To a large degree, the answer goes back to Slavery in the Americas. Slavery has existed since the earliest recorded times. But as the American slave trade started, and huge numbers of Africans were shipped to the west Indies, and eventually the American colonies, people began to associate the institution with race. Also, since slavery was not a large part of European culture(they had serfdom early on, and after the black plague it was an economially unsound way of doing business, though it was not actually illegal in many european nations), people did not see anyone other than blacks enslaved.
As the age of Reason dawned, and people began to question the morality of slavery, those invested in the economics of slavery had to find reasons to justify their position. Religious ones were the most common reason, and the two passages you quoted were the ones they believed best justified slavery. And yes, it is a lot more than a stretch to say that the mark of Cain was to make him black(given the mark actually afforded him protection from harm), or that Canaan and his decendants were suddenly black.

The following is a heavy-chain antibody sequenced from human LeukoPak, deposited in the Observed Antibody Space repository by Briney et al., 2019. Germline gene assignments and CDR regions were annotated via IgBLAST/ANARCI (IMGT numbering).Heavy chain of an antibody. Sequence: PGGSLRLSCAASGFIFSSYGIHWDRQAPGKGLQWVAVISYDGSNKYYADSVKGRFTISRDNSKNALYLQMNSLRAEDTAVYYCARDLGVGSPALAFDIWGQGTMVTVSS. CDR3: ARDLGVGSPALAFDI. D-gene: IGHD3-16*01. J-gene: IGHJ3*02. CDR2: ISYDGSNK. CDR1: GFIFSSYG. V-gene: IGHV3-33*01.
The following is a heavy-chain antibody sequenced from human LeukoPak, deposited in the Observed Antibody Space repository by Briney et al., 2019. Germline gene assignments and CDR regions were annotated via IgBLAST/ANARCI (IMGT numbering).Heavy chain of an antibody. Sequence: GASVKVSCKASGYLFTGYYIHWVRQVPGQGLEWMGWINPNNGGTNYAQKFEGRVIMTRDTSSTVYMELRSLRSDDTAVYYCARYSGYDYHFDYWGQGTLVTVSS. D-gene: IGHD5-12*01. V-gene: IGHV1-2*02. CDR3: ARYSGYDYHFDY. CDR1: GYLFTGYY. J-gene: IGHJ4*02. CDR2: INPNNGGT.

Other reasons given were equally unconvincing. The most comon was "it's for their own good"
. Whether because they were converted to Christianity, and thus had their souls saved, or because they were "provided" regular food and clothing, or because they were taught "civilized" languages or technology or culture, those who believed in slavery found it easier to come up with justifications than face the fact of what they gained from the institution. Either they benefited economically by owning a slave or slaves, or they gained socially, because no matter how poor or uneducated a white man was, he was infinitely higher in standing socially than the most educated of slaves.